April 1, 2014
COCHRAN INDUSTRIES VA AND BITUMINOUS CASUALTY CORPORATION
TIMOTHY M. MEADOWS
FROM THE VIRGINIA WORKERS' COMPENSATION COMMISSION.
Ramesh Murthy (Penn, Stuart & Eskridge, on brief), for appellants.
Paul L. Phipps (Mingkwan Emme Collins; Lee and Phipps, P.C., on brief), for appellee.
Amicus Curiae: Virginia Trial Lawyers Association (W. David Falcon; ChasenBoscolo, on brief), for appellee.
Present: Humphreys, Beales and Huff
[63 Va.App. 220] GLEN A. HUFF,
Cochran Industries VA and Bituminous Casualty Corporation (collectively " appellant" ) appeal a decision of the Virginia Workers' Compensation Commission (" commission" ) ruling that Timothy M. Meadows (" claimant" ) timely filed a claim for compensation. On appeal, appellant contends that the commission erred in: 1) accepting a filing seeking no relief as a viable, timely claim under Code § 65.2-601; and 2) utilizing the doctrine of imposition, created by its actions in contravention with the Act, to the detriment of appellant. For the following reasons, this Court affirms the commission's decision.
On appeal from the commission, " we review the evidence in the light most favorable to the prevailing party." R.G. Moore Bldg. Corp. v. Mullins, 10 Va.App. 211, 212, 390 S.E.2d 788, 788, 6 Va. Law Rep. 1997 (1990). If supported by credible evidence, the commission's factual findings are " binding on appeal,"
Tomes v. James City Fire, 39 Va.App. 424, 430, 573 S.E.2d 312, 315 (2002), " even though there is evidence in the record to support a contrary finding," Morris v. Badger Powhatan/Figgie Int'l, Inc., 3 Va.App. 276, 279, 348 S.E.2d 876, 877, 3 Va. Law Rep. 856 (1986). In addition, the commission's " conclusions upon conflicting inferences, legitimately drawn from proven facts, are equally binding on appeal." [63 Va.App. 221] Watkins v. Halco Eng'g, Inc., 225 Va. 97, 101, 300 S.E.2d 761, 763 (1983). So viewed, the evidence is as follows.
On July 9, 2010, claimant was working as a manager for appellant when a concrete cinder block fell on and crushed his right hand. Claimant filed a Claim for Benefits form with the commission on August 23, 2010 with the assistance of Charlotte Cochran (" Cochran" ), an employee who handles appellant's insurance matters. Claimant, however, only completed Part A of the Claim for Benefits form. Part B of the form, which is titled " PART B -- REQUEST FOR BENEFITS (OPTIONAL)," was left blank because claimant did not know what benefits would be needed. After the form was filed, the commission issued claimant a jurisdiction claim number -- VA00000301614 -- and an " Acknowledged Protective Filing" statement dated August 26, 2010. Claimant later called the commission multiple times and asked if any other paperwork was needed for his claim. He was told that he had completed everything he needed to do.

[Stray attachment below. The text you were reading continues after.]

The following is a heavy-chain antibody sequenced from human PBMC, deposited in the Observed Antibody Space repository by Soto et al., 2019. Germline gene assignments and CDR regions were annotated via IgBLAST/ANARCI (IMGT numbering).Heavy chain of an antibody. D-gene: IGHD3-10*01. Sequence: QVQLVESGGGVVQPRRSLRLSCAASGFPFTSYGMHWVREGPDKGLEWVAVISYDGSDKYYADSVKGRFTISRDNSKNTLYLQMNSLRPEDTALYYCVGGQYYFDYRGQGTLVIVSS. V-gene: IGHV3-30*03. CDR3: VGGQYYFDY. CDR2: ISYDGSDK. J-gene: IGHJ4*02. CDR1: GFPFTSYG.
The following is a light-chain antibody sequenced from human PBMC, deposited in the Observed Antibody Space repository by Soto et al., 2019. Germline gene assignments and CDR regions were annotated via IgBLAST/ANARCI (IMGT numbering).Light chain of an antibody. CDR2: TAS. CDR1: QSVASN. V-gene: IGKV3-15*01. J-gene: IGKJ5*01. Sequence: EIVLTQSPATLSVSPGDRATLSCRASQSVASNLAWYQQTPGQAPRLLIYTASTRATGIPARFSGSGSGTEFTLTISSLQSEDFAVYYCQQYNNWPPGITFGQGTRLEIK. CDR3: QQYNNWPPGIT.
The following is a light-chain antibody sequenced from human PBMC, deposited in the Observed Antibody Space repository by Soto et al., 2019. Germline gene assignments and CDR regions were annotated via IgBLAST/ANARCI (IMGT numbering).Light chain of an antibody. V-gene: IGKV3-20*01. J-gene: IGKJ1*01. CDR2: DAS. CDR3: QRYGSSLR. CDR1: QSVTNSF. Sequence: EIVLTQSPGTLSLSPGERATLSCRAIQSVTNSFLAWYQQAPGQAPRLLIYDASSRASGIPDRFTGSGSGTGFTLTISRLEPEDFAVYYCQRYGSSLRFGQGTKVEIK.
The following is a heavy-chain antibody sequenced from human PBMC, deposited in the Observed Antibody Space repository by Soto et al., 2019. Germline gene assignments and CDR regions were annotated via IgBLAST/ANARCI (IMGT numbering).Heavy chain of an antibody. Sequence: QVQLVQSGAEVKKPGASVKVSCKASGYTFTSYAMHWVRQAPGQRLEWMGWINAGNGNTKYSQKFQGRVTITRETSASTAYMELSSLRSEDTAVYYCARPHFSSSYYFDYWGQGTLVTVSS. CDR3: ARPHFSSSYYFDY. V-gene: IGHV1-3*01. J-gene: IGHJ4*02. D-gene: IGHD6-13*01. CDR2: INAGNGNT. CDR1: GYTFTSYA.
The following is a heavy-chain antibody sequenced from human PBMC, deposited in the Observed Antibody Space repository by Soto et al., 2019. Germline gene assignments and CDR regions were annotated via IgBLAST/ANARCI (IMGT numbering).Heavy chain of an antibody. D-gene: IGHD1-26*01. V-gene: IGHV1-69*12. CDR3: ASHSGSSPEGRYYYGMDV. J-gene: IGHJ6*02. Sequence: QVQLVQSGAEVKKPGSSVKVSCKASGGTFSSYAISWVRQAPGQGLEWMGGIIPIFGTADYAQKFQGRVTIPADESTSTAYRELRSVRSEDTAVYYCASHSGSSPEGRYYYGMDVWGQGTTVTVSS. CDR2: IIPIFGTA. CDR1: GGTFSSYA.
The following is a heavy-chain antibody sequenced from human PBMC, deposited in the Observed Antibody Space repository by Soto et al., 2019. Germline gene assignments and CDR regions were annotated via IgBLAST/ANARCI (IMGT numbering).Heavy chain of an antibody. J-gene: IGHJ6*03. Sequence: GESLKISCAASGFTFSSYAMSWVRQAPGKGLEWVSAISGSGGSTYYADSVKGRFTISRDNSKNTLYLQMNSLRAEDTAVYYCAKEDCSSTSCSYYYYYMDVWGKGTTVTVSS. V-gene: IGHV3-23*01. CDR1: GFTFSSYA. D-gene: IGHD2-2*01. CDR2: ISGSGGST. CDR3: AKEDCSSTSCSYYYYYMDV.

Claimant was compensated for all of his medical treatment for the first two years after the injury. In fact, the parties stipulated that claimant's injury was compensable and that all received medical treatment for claimant's hand was " reasonable, necessary and causally related to the injur[y] . . . ." Then, on May 21, 2012, Dr. Morgan Lorio (" Lorio" ), one of claimant's treating physicians, submitted a " Surgery Planning" form to appellant recommending surgical intervention
for claimant's " right index and middle intrinsic release." Three months later, in August 2012, claimant was informed that the proposed surgery had been denied due to the expiration of the statute of limitations on his claim. Specifically, appellant declined to pay for the proposed surgery on the ground that [63 Va.App. 222] claimant's initial Claim for Benefits form did not constitute a " claim," under Code § 65.2-601, because the form did not indicate what benefits claimant was seeking and, therefore, no claim was filed before the expiration of the two-year statute of limitations.
Consequently, on September 5, 2012, claimant filed an additional Claim for Benefits form in which both Parts A and B were completed. On Part B of the form, claimant requested a " lifetime Award of medical benefits for injury; unpaid medical bills or out of pocket medical / prescription / transportation expenses relating to injury." Claimant also stated that he is " still under a doctor's care for this injury and need[s] surgical intervention to repair [his] right hand." The commission sent claimant a letter, dated September 19, 2012, that informed claimant that appellant had denied his claim submitted by the additional Claim for Benefits form on the ground that the statute of limitations had expired.